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I think that the choice to use "prefer minimum version by default" going to confuse a lot of new developers used to the industry standard being the opposite. If you are going against the industry default, there should be a strong reasons. I don't think reasons provided really justify this.

> First, the meaning of “newest allowed version” can change due to external events, namely new versions being published. Maybe tonight someone will introduce a new version of some dependency, and then tomorrow the same sequence of commands you ran today would produce a different result.

This is why we have lock files and they work better for this.

While vgo's approach does allow reproducible builds, it doesn't allow you to guarantee reproducibility the way that a lock file that has the specific commit hashes does. With specific commit hashes you can verify the the version you are building with in production is the exact same code as the one your security team audited prior to release (assuming git has fixed its hash collision vulernability).

You can get around this by abandoning version constraints in your go.mod file, but then you have to track these version constraints out of band and manually figure out what commit hash to stick in go.mod

You could also get around this by storing the hases for the approved versions out of band and creating a build script that verifies these hashes prior to building.

Both of these workarounds seem to defeat the point of having a standard package manager in the first point.

> Second, to override this default, developers spend their time telling the package manager “no, don't use X,” and then the package manager spends its time searching for a way not to use X.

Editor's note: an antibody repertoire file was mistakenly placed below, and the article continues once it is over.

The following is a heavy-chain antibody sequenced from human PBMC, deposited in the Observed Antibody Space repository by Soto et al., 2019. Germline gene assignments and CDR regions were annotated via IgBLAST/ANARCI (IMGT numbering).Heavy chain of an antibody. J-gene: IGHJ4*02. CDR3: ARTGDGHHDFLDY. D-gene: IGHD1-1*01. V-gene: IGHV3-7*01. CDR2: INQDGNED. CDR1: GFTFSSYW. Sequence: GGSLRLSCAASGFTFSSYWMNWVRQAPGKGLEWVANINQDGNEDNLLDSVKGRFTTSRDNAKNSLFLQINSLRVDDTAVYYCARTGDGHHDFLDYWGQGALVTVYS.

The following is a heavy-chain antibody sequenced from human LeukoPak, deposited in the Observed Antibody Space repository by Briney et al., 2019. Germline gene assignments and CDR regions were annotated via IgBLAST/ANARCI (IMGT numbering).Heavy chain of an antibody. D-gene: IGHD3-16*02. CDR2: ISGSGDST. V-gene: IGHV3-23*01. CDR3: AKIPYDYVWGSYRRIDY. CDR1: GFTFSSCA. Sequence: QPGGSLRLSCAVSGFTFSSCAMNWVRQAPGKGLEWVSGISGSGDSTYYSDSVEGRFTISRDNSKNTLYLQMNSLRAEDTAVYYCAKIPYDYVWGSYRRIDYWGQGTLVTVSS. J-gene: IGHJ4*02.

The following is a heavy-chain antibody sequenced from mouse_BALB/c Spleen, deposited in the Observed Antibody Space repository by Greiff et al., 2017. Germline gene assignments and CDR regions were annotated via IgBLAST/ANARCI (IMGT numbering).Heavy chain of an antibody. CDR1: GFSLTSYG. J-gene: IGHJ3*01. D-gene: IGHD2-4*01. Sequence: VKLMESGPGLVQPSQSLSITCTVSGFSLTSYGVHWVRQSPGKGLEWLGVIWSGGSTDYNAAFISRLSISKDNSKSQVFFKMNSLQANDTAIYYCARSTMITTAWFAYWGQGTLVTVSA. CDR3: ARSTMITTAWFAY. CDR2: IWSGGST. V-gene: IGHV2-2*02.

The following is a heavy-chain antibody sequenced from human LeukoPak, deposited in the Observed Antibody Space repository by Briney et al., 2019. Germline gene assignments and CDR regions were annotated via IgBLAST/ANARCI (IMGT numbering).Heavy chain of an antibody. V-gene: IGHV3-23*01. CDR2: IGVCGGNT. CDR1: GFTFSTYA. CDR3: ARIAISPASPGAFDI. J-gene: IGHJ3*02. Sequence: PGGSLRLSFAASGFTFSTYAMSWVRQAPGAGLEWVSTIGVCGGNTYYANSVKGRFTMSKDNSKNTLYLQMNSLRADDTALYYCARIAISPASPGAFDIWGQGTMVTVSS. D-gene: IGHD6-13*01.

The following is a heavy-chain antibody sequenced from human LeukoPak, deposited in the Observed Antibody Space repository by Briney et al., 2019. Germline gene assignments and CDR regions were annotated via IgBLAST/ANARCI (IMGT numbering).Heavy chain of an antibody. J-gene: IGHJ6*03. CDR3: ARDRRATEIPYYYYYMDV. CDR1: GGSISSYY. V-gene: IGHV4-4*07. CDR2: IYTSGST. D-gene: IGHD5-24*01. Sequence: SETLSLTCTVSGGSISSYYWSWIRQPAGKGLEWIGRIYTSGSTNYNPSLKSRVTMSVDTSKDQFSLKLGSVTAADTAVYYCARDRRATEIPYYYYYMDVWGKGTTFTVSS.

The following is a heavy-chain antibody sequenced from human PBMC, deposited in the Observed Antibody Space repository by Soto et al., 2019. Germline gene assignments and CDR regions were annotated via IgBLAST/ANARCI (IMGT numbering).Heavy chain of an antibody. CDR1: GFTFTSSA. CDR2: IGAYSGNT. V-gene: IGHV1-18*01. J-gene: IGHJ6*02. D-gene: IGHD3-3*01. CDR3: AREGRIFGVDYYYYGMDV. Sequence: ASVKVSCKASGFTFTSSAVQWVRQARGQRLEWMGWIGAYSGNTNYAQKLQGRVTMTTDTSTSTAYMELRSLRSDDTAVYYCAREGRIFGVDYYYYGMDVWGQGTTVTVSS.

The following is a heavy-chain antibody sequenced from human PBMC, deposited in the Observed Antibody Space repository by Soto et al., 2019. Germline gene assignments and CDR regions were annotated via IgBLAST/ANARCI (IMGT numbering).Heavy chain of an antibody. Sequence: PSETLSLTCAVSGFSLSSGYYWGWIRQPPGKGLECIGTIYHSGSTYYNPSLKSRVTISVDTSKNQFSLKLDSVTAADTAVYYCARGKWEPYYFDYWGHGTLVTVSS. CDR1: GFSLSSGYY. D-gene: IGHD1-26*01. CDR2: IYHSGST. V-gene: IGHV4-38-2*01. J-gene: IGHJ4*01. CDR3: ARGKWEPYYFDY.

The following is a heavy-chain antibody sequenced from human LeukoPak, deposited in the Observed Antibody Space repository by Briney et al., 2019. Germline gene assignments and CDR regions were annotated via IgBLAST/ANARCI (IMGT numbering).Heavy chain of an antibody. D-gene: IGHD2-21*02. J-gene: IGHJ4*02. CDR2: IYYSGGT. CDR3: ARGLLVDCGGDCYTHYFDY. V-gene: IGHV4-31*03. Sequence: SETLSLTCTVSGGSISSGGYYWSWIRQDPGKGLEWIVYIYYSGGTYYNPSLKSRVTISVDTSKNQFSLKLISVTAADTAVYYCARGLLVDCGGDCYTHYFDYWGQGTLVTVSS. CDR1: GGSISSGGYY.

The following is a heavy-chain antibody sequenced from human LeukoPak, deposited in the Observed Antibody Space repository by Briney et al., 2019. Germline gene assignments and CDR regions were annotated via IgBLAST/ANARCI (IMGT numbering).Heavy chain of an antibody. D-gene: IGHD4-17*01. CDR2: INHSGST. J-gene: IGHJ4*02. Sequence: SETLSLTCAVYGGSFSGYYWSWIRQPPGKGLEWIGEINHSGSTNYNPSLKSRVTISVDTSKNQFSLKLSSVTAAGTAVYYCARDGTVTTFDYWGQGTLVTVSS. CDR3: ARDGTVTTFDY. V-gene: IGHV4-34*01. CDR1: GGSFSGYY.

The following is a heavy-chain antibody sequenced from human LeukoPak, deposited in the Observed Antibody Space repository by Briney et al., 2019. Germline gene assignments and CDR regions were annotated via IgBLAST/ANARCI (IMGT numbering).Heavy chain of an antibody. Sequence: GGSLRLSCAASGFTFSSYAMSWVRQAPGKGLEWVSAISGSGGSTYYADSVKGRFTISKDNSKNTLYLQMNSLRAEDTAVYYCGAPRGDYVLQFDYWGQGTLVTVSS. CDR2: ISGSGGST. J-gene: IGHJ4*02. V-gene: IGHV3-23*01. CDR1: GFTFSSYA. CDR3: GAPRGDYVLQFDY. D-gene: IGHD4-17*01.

If you are concerned with allowing users to override this default, why not have directive to override this default that can optionally be added to each requirement in the go.mod file. This avoids an unexpected default and doesn't force people who want the industry standard default to use a script to set which dependencies use or don't use the -u flag with 'go get'.




>With specific commit hashes you can verify the the version you are building with in production is the exact same code as the one your security team audited prior to release (assuming git has fixed its hash collision vulnerability)

Can we take a moment and point out that the hash collision vulnerability is still at large with no ETA? This is after years of it being considered insecure

I feel like this point continues to be glossed over with versioning systems that depend on git commit hashes.

Bruce Schneier warned in February 2005 that SHA needed to be replaced. (https://www.schneier.com/blog/archives/2005/02/cryptanalysis...) Git development didn't start until April 2005. So before git was even developed, SHA was identified as needing to be deprecated.

So now, 13 years later, this is still an issue.


If you want to check that you're building with the sources you think you're building, you probably don't want to be using `go get` anyway; the internet is kinda lossy, and that repo you wanted to pull probably doesn't exist anymore. I would probably use the proxy / redirect support to feed it the known-good sources you archived (a la maven / srpm / etc.).

As an example, jteeuwen/go-bindata was deleted this month and somebody made a new repo in its place... hopefully with the same contents.




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